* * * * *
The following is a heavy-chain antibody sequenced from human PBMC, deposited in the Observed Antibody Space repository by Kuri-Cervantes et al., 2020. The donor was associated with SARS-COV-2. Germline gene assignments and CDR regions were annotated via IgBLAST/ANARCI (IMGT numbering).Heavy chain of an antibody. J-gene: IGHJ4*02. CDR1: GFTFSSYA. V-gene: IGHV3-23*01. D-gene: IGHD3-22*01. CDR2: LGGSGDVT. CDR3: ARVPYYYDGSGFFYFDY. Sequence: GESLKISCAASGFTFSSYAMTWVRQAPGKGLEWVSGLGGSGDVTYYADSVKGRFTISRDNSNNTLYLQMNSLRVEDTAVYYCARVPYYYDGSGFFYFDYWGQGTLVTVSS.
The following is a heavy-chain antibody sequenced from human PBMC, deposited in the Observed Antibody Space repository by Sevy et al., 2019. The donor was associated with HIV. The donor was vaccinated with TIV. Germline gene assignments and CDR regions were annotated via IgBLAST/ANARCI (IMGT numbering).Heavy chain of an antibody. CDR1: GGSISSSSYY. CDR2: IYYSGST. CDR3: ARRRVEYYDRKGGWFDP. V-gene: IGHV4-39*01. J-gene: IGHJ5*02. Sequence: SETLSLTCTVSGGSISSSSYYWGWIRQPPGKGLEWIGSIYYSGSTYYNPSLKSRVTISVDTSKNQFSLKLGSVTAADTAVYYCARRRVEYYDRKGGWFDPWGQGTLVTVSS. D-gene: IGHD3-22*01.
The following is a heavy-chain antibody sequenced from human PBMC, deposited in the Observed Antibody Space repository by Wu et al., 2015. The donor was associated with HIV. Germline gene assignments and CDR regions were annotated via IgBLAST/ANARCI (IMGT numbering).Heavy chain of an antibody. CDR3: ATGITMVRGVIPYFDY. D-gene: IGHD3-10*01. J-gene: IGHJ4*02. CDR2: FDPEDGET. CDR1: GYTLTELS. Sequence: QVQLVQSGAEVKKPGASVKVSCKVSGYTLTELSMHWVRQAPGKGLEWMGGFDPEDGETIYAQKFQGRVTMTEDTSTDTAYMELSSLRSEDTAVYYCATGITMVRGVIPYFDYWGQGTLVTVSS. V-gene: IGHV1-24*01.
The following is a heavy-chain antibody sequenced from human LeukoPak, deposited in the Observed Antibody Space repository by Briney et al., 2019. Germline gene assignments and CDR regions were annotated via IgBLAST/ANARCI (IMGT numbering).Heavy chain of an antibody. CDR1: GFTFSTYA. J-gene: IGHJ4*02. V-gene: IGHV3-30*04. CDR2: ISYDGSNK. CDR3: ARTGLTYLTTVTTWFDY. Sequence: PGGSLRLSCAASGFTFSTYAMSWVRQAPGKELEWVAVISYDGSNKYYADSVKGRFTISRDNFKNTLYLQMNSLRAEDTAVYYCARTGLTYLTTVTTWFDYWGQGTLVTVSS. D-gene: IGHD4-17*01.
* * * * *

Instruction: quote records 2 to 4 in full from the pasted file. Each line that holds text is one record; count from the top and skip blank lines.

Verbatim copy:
The following is a heavy-chain antibody sequenced from human PBMC, deposited in the Observed Antibody Space repository by Sevy et al., 2019. The donor was associated with HIV. The donor was vaccinated with TIV. Germline gene assignments and CDR regions were annotated via IgBLAST/ANARCI (IMGT numbering).Heavy chain of an antibody. CDR1: GGSISSSSYY. CDR2: IYYSGST. CDR3: ARRRVEYYDRKGGWFDP. V-gene: IGHV4-39*01. J-gene: IGHJ5*02. Sequence: SETLSLTCTVSGGSISSSSYYWGWIRQPPGKGLEWIGSIYYSGSTYYNPSLKSRVTISVDTSKNQFSLKLGSVTAADTAVYYCARRRVEYYDRKGGWFDPWGQGTLVTVSS. D-gene: IGHD3-22*01.
The following is a heavy-chain antibody sequenced from human PBMC, deposited in the Observed Antibody Space repository by Wu et al., 2015. The donor was associated with HIV. Germline gene assignments and CDR regions were annotated via IgBLAST/ANARCI (IMGT numbering).Heavy chain of an antibody. CDR3: ATGITMVRGVIPYFDY. D-gene: IGHD3-10*01. J-gene: IGHJ4*02. CDR2: FDPEDGET. CDR1: GYTLTELS. Sequence: QVQLVQSGAEVKKPGASVKVSCKVSGYTLTELSMHWVRQAPGKGLEWMGGFDPEDGETIYAQKFQGRVTMTEDTSTDTAYMELSSLRSEDTAVYYCATGITMVRGVIPYFDYWGQGTLVTVSS. V-gene: IGHV1-24*01.
The following is a heavy-chain antibody sequenced from human LeukoPak, deposited in the Observed Antibody Space repository by Briney et al., 2019. Germline gene assignments and CDR regions were annotated via IgBLAST/ANARCI (IMGT numbering).Heavy chain of an antibody. CDR1: GFTFSTYA. J-gene: IGHJ4*02. V-gene: IGHV3-30*04. CDR2: ISYDGSNK. CDR3: ARTGLTYLTTVTTWFDY. Sequence: PGGSLRLSCAASGFTFSTYAMSWVRQAPGKELEWVAVISYDGSNKYYADSVKGRFTISRDNFKNTLYLQMNSLRAEDTAVYYCARTGLTYLTTVTTWFDYWGQGTLVTVSS. D-gene: IGHD4-17*01.